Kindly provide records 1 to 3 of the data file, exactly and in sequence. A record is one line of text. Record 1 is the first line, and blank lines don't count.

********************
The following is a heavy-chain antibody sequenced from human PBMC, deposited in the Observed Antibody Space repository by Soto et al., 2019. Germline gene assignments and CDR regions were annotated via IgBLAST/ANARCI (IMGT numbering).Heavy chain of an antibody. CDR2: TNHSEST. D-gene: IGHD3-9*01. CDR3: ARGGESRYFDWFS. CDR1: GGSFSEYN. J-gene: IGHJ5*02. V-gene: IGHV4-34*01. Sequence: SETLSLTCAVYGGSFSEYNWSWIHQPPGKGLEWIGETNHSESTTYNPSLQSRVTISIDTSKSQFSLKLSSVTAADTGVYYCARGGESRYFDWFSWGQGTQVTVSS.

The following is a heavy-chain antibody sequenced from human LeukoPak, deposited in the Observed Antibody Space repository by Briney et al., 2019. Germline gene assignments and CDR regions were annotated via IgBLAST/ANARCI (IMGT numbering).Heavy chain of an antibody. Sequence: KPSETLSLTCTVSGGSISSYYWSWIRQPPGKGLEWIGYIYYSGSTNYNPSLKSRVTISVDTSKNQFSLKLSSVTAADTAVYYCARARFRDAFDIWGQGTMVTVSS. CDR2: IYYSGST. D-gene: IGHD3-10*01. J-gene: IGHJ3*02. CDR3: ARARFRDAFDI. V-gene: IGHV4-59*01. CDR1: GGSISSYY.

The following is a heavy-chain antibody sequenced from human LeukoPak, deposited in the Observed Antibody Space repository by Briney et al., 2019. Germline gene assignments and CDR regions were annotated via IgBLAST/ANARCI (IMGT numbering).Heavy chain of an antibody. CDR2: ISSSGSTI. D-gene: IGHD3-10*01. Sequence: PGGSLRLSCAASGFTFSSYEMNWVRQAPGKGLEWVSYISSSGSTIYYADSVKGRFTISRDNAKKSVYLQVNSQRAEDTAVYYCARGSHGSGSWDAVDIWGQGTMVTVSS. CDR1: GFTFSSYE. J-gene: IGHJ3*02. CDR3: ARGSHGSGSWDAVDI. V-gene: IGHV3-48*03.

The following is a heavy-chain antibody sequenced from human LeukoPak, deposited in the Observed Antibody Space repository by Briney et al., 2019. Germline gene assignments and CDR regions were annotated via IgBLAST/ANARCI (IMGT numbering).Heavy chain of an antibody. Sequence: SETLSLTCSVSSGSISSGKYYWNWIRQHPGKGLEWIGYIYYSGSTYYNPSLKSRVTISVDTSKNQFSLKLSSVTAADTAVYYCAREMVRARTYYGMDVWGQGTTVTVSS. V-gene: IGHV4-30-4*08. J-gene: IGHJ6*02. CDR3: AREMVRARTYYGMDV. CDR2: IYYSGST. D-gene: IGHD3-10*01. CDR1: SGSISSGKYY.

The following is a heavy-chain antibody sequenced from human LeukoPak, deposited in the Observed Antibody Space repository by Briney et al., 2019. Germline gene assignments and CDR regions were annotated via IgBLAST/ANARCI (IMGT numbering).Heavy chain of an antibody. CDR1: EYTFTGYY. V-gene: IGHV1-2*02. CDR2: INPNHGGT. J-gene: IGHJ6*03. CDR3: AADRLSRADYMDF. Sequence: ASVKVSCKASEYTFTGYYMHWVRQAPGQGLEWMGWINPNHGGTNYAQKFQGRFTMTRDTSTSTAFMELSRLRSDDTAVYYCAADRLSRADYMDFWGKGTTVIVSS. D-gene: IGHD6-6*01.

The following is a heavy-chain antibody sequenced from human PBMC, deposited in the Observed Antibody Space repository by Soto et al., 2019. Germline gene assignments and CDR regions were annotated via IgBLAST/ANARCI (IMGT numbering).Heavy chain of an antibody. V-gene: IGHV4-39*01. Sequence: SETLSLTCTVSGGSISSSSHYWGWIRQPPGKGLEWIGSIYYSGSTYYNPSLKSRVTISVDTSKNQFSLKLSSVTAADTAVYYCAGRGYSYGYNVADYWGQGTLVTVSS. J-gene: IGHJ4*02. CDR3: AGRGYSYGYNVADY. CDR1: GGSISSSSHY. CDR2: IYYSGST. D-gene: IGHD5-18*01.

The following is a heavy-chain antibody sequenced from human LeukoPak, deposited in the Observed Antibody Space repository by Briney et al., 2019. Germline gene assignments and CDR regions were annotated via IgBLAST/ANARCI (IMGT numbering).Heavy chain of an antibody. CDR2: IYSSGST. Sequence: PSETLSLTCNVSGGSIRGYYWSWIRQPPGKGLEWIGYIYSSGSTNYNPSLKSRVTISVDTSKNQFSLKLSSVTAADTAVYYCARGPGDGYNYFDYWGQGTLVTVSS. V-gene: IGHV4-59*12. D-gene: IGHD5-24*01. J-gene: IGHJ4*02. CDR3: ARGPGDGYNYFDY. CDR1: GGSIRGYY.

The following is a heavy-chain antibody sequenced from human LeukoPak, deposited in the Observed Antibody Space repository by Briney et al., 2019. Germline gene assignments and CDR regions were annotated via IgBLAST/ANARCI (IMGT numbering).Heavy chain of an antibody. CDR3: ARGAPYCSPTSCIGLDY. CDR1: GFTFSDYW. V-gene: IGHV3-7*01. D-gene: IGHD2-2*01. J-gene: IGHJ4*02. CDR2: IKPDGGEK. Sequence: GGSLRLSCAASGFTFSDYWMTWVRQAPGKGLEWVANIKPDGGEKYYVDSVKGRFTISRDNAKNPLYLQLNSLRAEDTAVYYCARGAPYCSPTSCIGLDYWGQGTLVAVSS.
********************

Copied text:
The following is a heavy-chain antibody sequenced from human PBMC, deposited in the Observed Antibody Space repository by Soto et al., 2019. Germline gene assignments and CDR regions were annotated via IgBLAST/ANARCI (IMGT numbering).Heavy chain of an antibody. CDR2: TNHSEST. D-gene: IGHD3-9*01. CDR3: ARGGESRYFDWFS. CDR1: GGSFSEYN. J-gene: IGHJ5*02. V-gene: IGHV4-34*01. Sequence: SETLSLTCAVYGGSFSEYNWSWIHQPPGKGLEWIGETNHSESTTYNPSLQSRVTISIDTSKSQFSLKLSSVTAADTGVYYCARGGESRYFDWFSWGQGTQVTVSS.

The following is a heavy-chain antibody sequenced from human LeukoPak, deposited in the Observed Antibody Space repository by Briney et al., 2019. Germline gene assignments and CDR regions were annotated via IgBLAST/ANARCI (IMGT numbering).Heavy chain of an antibody. Sequence: KPSETLSLTCTVSGGSISSYYWSWIRQPPGKGLEWIGYIYYSGSTNYNPSLKSRVTISVDTSKNQFSLKLSSVTAADTAVYYCARARFRDAFDIWGQGTMVTVSS. CDR2: IYYSGST. D-gene: IGHD3-10*01. J-gene: IGHJ3*02. CDR3: ARARFRDAFDI. V-gene: IGHV4-59*01. CDR1: GGSISSYY.

The following is a heavy-chain antibody sequenced from human LeukoPak, deposited in the Observed Antibody Space repository by Briney et al., 2019. Germline gene assignments and CDR regions were annotated via IgBLAST/ANARCI (IMGT numbering).Heavy chain of an antibody. CDR2: ISSSGSTI. D-gene: IGHD3-10*01. Sequence: PGGSLRLSCAASGFTFSSYEMNWVRQAPGKGLEWVSYISSSGSTIYYADSVKGRFTISRDNAKKSVYLQVNSQRAEDTAVYYCARGSHGSGSWDAVDIWGQGTMVTVSS. CDR1: GFTFSSYE. J-gene: IGHJ3*02. CDR3: ARGSHGSGSWDAVDI. V-gene: IGHV3-48*03.